Let’s not tread lightly here. As of two weeks ago, Parks and Recreation was in a slump, and not one that it was likely to re-emerge from any time soon. At the risk of oversimplifying, the causes of that slump were twofold: 1) the show had chosen to put all of its storytelling chips behind the story of Leslie’s campaign and her relationship with Ben, a story which didn’t necessarily involve the other characters; 2) Most of the episodes this season tried to juggle too many unrelated subplots at once, and as a result, none of the subplots worked as well as they should have.
“The Trial of Leslie Knope” finally dispensed with that problematic episode structure, resulting in a far more focused outing, possibly the closest thing to a “bottle episode” that Parks and Recreation has ever done. Almost the entire installment took place in the town council chambers. The jokes were also sharper than they had been in a few weeks, and there were quite a few genuine chuckles to be had. I especially loved the revelation that Jerry’s name was actually Garry (finally confirming that the brief shot we got of his ID a few weeks ago wasn’t a gaffe), as well as Tom’s explanation for why he’d never date Leslie (something about looking like his “older sister’s aunt,” if I recall correctly). So why am I having trouble fully embracing this episode as a return to form?
I could point to a few nitpicks: Ron and Andy’s character quirks again veered into shticky territory; there was an overabundance of cutesiness and treacly dialogue; and Chris was a few shades too cartoonish (as he almost always is, so that’s not exactly a legitimate complaint). But that doesn’t really get to the heart of why this episode was problematic. One could also suggest that the reason for my ambivalence was that the show still chose to focus on Leslie and Ben’s relationship to the detriment of everything else. However, the singular focus on one story thread in this installment, namely the episode’s titular trial, was a much-appreciated change of pace.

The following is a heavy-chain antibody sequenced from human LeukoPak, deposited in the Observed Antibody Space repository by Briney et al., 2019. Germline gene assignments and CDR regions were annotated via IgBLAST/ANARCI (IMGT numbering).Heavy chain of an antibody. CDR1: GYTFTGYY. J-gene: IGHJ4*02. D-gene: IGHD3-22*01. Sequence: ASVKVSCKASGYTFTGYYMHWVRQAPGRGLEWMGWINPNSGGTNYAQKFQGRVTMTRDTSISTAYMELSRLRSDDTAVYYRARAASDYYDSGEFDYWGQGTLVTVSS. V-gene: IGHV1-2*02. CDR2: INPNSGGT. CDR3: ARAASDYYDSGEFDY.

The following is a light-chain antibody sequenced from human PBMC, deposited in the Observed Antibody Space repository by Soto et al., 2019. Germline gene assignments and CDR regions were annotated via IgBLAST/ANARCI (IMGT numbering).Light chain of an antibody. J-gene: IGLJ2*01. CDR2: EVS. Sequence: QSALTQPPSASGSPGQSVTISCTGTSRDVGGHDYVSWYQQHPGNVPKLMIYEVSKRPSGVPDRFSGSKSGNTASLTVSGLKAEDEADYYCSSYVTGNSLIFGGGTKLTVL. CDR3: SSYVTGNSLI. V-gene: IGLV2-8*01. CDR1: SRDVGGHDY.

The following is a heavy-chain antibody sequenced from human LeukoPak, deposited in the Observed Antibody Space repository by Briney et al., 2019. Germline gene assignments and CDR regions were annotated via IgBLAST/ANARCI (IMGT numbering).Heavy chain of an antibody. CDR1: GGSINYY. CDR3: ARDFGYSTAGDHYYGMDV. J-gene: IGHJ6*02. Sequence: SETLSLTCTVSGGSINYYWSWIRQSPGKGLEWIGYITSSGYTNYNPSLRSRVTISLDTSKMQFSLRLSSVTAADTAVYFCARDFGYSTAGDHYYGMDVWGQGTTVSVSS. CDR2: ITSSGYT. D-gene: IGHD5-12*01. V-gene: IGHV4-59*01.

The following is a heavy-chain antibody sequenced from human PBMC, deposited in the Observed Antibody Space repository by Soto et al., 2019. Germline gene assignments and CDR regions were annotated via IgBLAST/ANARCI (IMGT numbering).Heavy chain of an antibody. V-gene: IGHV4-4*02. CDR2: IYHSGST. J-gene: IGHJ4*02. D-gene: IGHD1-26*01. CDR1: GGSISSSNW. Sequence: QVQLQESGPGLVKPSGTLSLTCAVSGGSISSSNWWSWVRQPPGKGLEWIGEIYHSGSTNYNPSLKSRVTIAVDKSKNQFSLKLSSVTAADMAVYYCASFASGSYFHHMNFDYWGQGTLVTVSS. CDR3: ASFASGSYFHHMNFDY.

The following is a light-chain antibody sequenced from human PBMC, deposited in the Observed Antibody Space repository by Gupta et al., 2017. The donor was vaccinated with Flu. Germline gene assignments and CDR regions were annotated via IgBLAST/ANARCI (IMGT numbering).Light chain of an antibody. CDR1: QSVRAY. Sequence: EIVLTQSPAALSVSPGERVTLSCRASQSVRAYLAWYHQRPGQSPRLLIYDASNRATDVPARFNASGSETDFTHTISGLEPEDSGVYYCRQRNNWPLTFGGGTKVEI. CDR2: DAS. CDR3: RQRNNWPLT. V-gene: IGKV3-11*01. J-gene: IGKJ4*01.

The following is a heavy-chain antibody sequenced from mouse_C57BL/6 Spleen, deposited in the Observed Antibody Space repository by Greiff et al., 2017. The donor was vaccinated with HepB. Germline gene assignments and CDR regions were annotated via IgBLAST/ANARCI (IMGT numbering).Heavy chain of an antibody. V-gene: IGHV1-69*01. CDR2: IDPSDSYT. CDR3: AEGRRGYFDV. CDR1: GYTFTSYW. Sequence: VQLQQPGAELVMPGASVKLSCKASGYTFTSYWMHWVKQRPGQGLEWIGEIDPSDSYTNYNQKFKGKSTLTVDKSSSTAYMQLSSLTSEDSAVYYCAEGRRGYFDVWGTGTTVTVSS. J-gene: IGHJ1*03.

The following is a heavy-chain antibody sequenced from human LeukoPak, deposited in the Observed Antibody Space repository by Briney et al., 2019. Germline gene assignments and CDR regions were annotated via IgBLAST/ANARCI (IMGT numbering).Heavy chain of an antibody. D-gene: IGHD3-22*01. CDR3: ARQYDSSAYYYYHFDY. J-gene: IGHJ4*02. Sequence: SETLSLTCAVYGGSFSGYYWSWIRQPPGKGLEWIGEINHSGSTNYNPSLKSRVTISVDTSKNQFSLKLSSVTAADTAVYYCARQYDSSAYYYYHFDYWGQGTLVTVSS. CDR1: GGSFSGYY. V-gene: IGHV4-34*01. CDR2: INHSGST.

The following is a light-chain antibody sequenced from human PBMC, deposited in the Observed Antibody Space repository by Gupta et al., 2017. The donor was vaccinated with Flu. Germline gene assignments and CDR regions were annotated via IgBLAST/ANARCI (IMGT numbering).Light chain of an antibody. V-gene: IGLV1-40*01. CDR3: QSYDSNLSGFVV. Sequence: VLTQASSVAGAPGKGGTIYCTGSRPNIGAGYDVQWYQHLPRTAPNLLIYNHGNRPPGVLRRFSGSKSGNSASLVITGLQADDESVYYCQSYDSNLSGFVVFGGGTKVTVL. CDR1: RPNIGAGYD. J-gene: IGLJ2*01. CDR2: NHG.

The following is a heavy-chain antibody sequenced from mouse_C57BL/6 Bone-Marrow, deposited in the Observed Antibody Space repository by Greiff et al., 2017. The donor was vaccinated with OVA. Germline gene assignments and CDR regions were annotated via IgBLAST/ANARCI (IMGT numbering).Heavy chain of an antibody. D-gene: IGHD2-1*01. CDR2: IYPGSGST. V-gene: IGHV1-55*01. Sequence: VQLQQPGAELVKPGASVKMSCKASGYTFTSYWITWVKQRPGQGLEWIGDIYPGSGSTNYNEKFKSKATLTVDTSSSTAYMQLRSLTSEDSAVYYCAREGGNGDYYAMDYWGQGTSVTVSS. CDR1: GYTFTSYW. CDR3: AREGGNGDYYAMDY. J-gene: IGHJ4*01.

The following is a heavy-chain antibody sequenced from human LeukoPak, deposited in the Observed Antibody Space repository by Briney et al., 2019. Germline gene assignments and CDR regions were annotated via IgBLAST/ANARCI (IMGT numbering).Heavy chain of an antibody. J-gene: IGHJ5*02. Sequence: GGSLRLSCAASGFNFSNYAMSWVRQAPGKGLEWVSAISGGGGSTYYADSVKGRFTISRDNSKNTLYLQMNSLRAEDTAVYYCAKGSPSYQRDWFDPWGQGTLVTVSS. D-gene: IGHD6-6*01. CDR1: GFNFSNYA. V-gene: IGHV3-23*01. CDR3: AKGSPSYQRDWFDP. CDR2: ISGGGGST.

No, my problem with this episode runs much deeper than that, and unfortunately, it’s the fundamental problem that I’ve been having with this season: I just don’t care. It’s not that I think that Leslie and Ben make a terrible, please-break-them-up-now kind of couple. I just don’t care about their relationship. I don’t care about Leslie’s campaign. I don’t care about whether or not she violated any ethical codes. At the end of the day, these things only affect Leslie and Ben, while the pit, the budgetary crisis, and the Harvest Festival were things that affected the entire parks department, if not entire communities in Pawnee.
I really don’t want to feel this way about Parks and Recreation. It’s a long, long, long, long, long way away from being even a remotely bad show. But when I saw that Ben had resigned to save Leslie’s career, I couldn’t help but think, ‘That’s how much I used to care about this show. What the hell happened?’ The direction that the show has chosen doesn’t really interest me, and I often wish that the show would turn its focus back toward parks department projects. I understand that shows have to grow and evolve, lest they become boring. A lot of people would probably have tuned out if the show were still focusing on the pit. But while I embrace the concept of evolution, I don’t feel the need to embrace each specific evolution. This evolution hasn’t worked for me. I suspect it has worked for a lot of people. I wish I could be one of them, but I’m not.
However, that’s not a dealbreaker. Parks and Recreation has a great cast, impeccable directing, and generally sharp writing. If nothing else, “The Trial of Leslie Knope” was proof that the show can still put out a solid, relatively funny episode. It’s a shame that I’m not invested in this season’s storylines, but if Parks and Recreation can work this well on a week-by-week basis, then I’m going to enjoy it nonetheless.